Intimate partner violence (IPV) is recognised as an important public health and social problem, with far reaching consequences for women's physical and emotional health and social well-being. Furthermore, controlling behaviour by a partner has a similar impact on women's well-being, yet little is known about the prevalence of this type of behaviour and other related abuses in Tanzania and other sub-Saharan African countries.
This paper describes the Maisha study and presents the baseline lifetime and past 12-month prevalence of physical and sexual IPV and other abuses including economic abuse, emotional abuse and controlling behaviour. It also assesses overlapping forms of violence and abuses and the associations between experience of violence and abuses and socio-demographic characteristics and women's self reported mental-health status.
- 61% of women reported ever experiencing physical and/or sexual IPV and 27% experienced it in the last 12 months.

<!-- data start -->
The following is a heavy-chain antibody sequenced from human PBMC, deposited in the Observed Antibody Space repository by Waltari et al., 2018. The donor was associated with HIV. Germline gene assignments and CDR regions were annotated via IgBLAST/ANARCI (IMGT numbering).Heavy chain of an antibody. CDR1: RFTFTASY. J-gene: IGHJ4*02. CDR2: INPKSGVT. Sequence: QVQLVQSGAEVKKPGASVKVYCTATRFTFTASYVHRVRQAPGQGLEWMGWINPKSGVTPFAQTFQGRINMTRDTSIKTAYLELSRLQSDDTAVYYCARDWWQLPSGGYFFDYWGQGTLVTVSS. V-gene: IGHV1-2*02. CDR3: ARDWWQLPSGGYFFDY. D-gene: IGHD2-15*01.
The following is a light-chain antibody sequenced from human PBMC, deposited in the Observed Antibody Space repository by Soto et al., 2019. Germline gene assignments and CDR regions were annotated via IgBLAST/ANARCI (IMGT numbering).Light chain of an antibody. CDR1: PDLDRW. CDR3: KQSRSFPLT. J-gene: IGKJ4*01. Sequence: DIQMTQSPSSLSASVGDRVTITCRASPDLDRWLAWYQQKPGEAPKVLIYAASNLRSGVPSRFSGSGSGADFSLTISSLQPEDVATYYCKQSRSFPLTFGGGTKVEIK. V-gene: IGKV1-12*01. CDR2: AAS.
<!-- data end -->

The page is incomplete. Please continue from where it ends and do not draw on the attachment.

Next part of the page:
- Partner controlling behaviour was the most prevalent type of abuse with 82% experiencing it in their lifetime and 63% during the past 12 months.
- Other types of abuses were also common, with 34% of women reporting economic abuse and 39% reporting emotional abuse during the past 12 months.
- The prevalence of IPV and abuses varied by socio-demographic characteristics, showing much higher prevalence rates among younger women, women with young partners and less educated women.
- Experience of abuse during the past 12 months was associated with increased reporting of symptoms of poor mental health.
The high prevalence of IPV and abuses and its strong links with symptoms of poor mental health underline the urgent need for developing and testing appropriate interventions in settings like Tanzania to tackle both violence and abusive behaviours among intimate partners.